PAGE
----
While Moore and Ditko could not have had more opposite beliefs, Alan was inspired by the late creator for ‘Watchmen'. Rorschach was based on Charlton Comic’s the Question, created by Steve. The late artist also later came up with Mr. A, and Rorschach developed into a mixture of these two characters. His clothes and features were like The Question, and his morals were like Mr. A.

NOT FASCISM

Many comics from the 80s are often labeled as fascist, and ‘Batman: The Dark Knight Returns’ as well as ‘Marvel’s Squadron Supreme’ are great examples. Despite their best intentions, the superheroes end up turning the U.S. into a dictatorship. In ‘Watchmen’, the scenes of the Comedian and Dr. Manhattan killing civilians in Vietnam, and other heroes dispersing protests can be seen as fascist.

However, in 1987, Alan Moore cleared things up. "Rorschach's not a fascist; he's a nutcase," Moore said. "The Comedian's not a fascist; he's a psychopath. Dr. Manhattan's not a fascist; he's a space cadet. They're not fascists. They're not in control of their world."

Their intention was not to show fascist characters, but "to show how superheroes could deform the world just by being there, not that they'd have to take it over, just their presence there would make the difference." He also compared Dr. Manhattan to the creation of the atomic bomb.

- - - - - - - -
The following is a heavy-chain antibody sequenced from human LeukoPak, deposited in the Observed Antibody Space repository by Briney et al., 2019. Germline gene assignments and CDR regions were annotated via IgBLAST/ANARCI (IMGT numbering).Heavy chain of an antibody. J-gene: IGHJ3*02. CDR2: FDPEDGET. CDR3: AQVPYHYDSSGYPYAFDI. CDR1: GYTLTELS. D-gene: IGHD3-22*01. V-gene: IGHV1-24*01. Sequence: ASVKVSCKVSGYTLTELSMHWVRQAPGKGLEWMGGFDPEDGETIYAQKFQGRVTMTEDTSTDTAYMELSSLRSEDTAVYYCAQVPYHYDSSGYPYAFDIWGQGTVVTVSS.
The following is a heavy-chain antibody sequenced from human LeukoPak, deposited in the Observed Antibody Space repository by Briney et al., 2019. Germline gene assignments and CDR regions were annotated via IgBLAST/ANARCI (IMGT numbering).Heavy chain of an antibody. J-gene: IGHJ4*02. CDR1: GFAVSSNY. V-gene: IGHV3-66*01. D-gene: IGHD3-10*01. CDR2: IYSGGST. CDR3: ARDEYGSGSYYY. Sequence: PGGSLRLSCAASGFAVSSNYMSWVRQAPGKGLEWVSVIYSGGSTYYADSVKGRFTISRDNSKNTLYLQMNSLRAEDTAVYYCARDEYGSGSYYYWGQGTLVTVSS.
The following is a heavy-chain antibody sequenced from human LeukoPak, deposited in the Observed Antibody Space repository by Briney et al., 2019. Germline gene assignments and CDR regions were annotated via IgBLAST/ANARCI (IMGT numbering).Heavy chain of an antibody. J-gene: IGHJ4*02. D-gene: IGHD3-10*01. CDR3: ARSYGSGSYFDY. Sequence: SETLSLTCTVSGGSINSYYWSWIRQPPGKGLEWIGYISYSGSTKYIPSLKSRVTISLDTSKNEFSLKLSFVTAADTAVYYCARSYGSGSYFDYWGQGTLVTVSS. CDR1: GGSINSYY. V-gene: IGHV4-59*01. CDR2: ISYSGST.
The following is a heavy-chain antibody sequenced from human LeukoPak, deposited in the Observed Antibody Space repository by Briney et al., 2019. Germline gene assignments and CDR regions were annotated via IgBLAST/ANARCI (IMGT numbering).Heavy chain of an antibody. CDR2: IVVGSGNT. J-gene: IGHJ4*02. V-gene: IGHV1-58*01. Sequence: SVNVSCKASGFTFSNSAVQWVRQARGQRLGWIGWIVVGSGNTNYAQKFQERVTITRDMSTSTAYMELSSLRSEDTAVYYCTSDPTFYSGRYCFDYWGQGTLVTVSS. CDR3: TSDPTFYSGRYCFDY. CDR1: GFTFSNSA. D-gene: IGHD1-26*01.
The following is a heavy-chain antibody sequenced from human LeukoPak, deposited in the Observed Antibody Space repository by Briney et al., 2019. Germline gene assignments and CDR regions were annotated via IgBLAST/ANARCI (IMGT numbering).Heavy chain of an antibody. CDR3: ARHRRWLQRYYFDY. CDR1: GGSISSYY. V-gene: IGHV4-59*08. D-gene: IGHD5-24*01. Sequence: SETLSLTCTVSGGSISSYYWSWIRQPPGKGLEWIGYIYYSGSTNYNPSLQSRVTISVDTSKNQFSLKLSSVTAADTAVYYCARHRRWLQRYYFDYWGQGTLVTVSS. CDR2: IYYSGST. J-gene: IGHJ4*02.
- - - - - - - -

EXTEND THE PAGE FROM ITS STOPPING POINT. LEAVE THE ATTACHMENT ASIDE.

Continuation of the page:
"The atom bomb doesn't take over the world, but by being there it changes everything."

THE WRITING

According to editor Leslie S. Klinger, Alan Moore was known for his scriptwriting even before he started working on ‘Watchmen’. He claimed that artist Stephen Bissette, from the saga of the ‘Swamp Thing’, said that Moore’s work was like “long, narrative letters”. The 12 issues of ‘Watchmen’ are 340 pages, while the scripts were more than twice as long with 1,042 pages.

His writing is conversational with descriptions like, "I'm psyched up. I've got blood up to my elbows, veins in my teeth and my helmet and kneepads securely fastened. Let's get out there and make some trouble!" He worried about every single detail like a candy wrapper in the panel and described blood running on the street as no one else could.

MOST PEOPLE MISSED THE POINT OF THE COMIC

Moore probably never realized that his 12-issue work would impact fans of comic books in such a deep way. With HBO’s new series, spearheaded by Damon Lindelof from ‘Lost’, coming out this year, the hype from back then is bound to return. It is also impressive how something that was supposed to be anti-violence is embraced by macho, right-leaning, and aggressive people.

Even Ted Cruz once said that Rorschach, a psychopathic anti-hero, was his favorite superhero of all time. Many fans took the horrible detective as a symbol of moral standards and patriotism, and it is not hard to see why. Rorschach was hated by his peers and had a horrible childhood, and he became a vigilante later on.